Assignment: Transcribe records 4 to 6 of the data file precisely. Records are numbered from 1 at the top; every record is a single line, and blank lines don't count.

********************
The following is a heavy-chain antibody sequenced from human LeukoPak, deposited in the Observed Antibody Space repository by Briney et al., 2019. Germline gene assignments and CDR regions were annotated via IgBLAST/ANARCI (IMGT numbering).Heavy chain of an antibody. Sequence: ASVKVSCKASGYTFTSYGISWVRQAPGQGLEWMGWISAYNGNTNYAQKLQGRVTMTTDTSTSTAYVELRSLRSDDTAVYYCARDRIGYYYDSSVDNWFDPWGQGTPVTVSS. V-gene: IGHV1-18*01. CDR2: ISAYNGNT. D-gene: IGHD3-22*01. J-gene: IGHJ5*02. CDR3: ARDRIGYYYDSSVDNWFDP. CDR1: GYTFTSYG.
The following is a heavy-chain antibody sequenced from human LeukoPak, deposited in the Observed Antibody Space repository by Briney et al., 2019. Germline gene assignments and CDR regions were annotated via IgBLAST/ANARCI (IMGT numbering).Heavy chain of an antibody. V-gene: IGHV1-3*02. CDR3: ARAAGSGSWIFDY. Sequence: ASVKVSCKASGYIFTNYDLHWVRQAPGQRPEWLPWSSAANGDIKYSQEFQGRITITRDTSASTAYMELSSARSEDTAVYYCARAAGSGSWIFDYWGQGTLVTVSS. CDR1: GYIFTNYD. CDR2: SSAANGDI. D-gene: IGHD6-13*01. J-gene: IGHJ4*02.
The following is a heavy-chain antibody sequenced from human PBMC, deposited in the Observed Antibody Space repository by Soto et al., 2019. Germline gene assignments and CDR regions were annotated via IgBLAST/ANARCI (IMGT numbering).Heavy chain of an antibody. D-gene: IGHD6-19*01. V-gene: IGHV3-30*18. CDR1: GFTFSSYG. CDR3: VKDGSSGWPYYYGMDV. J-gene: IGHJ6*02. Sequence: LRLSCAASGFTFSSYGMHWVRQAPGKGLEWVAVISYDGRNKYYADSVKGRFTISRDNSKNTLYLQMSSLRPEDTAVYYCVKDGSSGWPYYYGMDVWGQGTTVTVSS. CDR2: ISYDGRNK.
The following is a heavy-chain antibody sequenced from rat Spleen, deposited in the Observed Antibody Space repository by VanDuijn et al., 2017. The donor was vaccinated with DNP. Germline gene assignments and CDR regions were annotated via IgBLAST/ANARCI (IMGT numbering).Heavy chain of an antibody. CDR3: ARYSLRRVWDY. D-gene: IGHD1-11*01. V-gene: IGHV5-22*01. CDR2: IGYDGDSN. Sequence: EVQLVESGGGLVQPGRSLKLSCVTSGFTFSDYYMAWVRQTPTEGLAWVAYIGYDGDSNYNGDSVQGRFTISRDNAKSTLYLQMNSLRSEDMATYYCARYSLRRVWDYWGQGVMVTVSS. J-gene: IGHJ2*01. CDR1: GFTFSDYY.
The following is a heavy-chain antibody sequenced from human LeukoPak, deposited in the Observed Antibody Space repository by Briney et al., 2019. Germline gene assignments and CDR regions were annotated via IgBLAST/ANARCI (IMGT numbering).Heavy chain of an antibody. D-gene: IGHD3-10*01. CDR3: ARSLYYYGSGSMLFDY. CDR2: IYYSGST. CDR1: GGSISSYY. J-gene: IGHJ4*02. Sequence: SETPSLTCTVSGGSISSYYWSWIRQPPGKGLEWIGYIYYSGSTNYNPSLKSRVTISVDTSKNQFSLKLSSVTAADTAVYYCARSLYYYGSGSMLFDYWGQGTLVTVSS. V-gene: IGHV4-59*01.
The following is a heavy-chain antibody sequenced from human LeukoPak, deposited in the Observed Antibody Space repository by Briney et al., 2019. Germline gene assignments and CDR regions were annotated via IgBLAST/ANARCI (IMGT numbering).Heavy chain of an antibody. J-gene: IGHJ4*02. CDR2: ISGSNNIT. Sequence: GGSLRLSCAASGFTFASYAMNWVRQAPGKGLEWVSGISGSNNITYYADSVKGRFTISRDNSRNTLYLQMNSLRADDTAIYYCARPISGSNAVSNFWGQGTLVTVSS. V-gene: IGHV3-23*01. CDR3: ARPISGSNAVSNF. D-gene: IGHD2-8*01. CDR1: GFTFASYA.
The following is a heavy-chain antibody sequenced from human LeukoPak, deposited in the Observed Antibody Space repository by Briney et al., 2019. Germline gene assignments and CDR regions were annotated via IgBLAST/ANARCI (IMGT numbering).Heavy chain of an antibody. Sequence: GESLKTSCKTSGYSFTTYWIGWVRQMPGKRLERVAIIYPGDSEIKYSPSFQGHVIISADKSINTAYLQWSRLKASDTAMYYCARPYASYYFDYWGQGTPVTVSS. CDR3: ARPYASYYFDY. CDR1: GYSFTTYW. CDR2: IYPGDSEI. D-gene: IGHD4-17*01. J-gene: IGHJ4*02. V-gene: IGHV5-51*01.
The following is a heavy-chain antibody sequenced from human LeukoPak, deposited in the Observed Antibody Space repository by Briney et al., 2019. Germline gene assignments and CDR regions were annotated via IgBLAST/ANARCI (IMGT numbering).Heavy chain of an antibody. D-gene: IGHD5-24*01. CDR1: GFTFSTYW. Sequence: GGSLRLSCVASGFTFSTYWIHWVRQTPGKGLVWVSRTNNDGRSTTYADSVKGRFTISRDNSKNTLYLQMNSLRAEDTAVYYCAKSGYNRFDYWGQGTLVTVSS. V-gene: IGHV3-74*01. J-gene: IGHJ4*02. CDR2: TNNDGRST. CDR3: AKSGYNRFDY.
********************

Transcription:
The following is a heavy-chain antibody sequenced from rat Spleen, deposited in the Observed Antibody Space repository by VanDuijn et al., 2017. The donor was vaccinated with DNP. Germline gene assignments and CDR regions were annotated via IgBLAST/ANARCI (IMGT numbering).Heavy chain of an antibody. CDR3: ARYSLRRVWDY. D-gene: IGHD1-11*01. V-gene: IGHV5-22*01. CDR2: IGYDGDSN. Sequence: EVQLVESGGGLVQPGRSLKLSCVTSGFTFSDYYMAWVRQTPTEGLAWVAYIGYDGDSNYNGDSVQGRFTISRDNAKSTLYLQMNSLRSEDMATYYCARYSLRRVWDYWGQGVMVTVSS. J-gene: IGHJ2*01. CDR1: GFTFSDYY.
The following is a heavy-chain antibody sequenced from human LeukoPak, deposited in the Observed Antibody Space repository by Briney et al., 2019. Germline gene assignments and CDR regions were annotated via IgBLAST/ANARCI (IMGT numbering).Heavy chain of an antibody. D-gene: IGHD3-10*01. CDR3: ARSLYYYGSGSMLFDY. CDR2: IYYSGST. CDR1: GGSISSYY. J-gene: IGHJ4*02. Sequence: SETPSLTCTVSGGSISSYYWSWIRQPPGKGLEWIGYIYYSGSTNYNPSLKSRVTISVDTSKNQFSLKLSSVTAADTAVYYCARSLYYYGSGSMLFDYWGQGTLVTVSS. V-gene: IGHV4-59*01.
The following is a heavy-chain antibody sequenced from human LeukoPak, deposited in the Observed Antibody Space repository by Briney et al., 2019. Germline gene assignments and CDR regions were annotated via IgBLAST/ANARCI (IMGT numbering).Heavy chain of an antibody. J-gene: IGHJ4*02. CDR2: ISGSNNIT. Sequence: GGSLRLSCAASGFTFASYAMNWVRQAPGKGLEWVSGISGSNNITYYADSVKGRFTISRDNSRNTLYLQMNSLRADDTAIYYCARPISGSNAVSNFWGQGTLVTVSS. V-gene: IGHV3-23*01. CDR3: ARPISGSNAVSNF. D-gene: IGHD2-8*01. CDR1: GFTFASYA.